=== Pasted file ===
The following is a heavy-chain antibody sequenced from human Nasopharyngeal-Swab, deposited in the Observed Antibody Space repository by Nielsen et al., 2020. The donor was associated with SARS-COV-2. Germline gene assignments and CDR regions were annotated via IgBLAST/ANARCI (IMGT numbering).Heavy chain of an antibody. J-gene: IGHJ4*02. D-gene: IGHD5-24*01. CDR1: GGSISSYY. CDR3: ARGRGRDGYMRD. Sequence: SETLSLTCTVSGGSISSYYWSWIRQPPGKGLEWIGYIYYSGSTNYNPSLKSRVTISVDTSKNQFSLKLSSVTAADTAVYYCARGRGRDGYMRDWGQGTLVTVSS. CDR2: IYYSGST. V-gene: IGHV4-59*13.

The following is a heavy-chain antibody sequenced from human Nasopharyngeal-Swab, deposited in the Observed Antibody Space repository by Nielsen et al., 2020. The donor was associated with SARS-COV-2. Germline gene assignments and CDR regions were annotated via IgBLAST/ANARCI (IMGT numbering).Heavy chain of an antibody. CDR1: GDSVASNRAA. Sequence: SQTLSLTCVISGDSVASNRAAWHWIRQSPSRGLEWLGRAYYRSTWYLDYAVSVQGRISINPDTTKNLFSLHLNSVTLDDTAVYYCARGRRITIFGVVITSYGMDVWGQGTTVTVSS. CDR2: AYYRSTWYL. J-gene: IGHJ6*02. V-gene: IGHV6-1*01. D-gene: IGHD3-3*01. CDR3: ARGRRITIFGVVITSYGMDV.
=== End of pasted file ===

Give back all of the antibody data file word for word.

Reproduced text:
The following is a heavy-chain antibody sequenced from human Nasopharyngeal-Swab, deposited in the Observed Antibody Space repository by Nielsen et al., 2020. The donor was associated with SARS-COV-2. Germline gene assignments and CDR regions were annotated via IgBLAST/ANARCI (IMGT numbering).Heavy chain of an antibody. J-gene: IGHJ4*02. D-gene: IGHD5-24*01. CDR1: GGSISSYY. CDR3: ARGRGRDGYMRD. Sequence: SETLSLTCTVSGGSISSYYWSWIRQPPGKGLEWIGYIYYSGSTNYNPSLKSRVTISVDTSKNQFSLKLSSVTAADTAVYYCARGRGRDGYMRDWGQGTLVTVSS. CDR2: IYYSGST. V-gene: IGHV4-59*13.

The following is a heavy-chain antibody sequenced from human Nasopharyngeal-Swab, deposited in the Observed Antibody Space repository by Nielsen et al., 2020. The donor was associated with SARS-COV-2. Germline gene assignments and CDR regions were annotated via IgBLAST/ANARCI (IMGT numbering).Heavy chain of an antibody. CDR1: GDSVASNRAA. Sequence: SQTLSLTCVISGDSVASNRAAWHWIRQSPSRGLEWLGRAYYRSTWYLDYAVSVQGRISINPDTTKNLFSLHLNSVTLDDTAVYYCARGRRITIFGVVITSYGMDVWGQGTTVTVSS. CDR2: AYYRSTWYL. J-gene: IGHJ6*02. V-gene: IGHV6-1*01. D-gene: IGHD3-3*01. CDR3: ARGRRITIFGVVITSYGMDV.